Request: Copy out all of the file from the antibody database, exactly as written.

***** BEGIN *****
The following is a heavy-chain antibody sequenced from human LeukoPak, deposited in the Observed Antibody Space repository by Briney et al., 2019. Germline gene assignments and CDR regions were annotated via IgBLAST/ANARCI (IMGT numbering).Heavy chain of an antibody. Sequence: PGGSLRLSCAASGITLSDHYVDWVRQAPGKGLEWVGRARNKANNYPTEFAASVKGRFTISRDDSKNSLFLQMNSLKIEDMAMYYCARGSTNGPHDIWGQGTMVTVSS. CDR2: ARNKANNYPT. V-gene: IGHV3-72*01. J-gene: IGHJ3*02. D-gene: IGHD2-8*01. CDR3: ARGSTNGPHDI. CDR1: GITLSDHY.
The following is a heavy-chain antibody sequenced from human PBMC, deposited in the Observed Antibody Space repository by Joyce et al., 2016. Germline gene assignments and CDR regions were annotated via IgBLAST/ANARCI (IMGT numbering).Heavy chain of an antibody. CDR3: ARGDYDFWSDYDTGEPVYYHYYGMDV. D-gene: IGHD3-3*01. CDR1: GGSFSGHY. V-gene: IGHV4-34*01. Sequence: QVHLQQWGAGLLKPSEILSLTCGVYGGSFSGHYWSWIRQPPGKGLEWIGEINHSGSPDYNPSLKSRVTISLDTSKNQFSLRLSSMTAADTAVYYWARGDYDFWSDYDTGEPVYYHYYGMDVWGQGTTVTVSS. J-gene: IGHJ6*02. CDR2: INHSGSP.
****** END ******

The following is a heavy-chain antibody sequenced from human LeukoPak, deposited in the Observed Antibody Space repository by Briney et al., 2019. Germline gene assignments and CDR regions were annotated via IgBLAST/ANARCI (IMGT numbering).Heavy chain of an antibody. Sequence: PGGSLRLSCAASGITLSDHYVDWVRQAPGKGLEWVGRARNKANNYPTEFAASVKGRFTISRDDSKNSLFLQMNSLKIEDMAMYYCARGSTNGPHDIWGQGTMVTVSS. CDR2: ARNKANNYPT. V-gene: IGHV3-72*01. J-gene: IGHJ3*02. D-gene: IGHD2-8*01. CDR3: ARGSTNGPHDI. CDR1: GITLSDHY.
The following is a heavy-chain antibody sequenced from human PBMC, deposited in the Observed Antibody Space repository by Joyce et al., 2016. Germline gene assignments and CDR regions were annotated via IgBLAST/ANARCI (IMGT numbering).Heavy chain of an antibody. CDR3: ARGDYDFWSDYDTGEPVYYHYYGMDV. D-gene: IGHD3-3*01. CDR1: GGSFSGHY. V-gene: IGHV4-34*01. Sequence: QVHLQQWGAGLLKPSEILSLTCGVYGGSFSGHYWSWIRQPPGKGLEWIGEINHSGSPDYNPSLKSRVTISLDTSKNQFSLRLSSMTAADTAVYYWARGDYDFWSDYDTGEPVYYHYYGMDVWGQGTTVTVSS. J-gene: IGHJ6*02. CDR2: INHSGSP.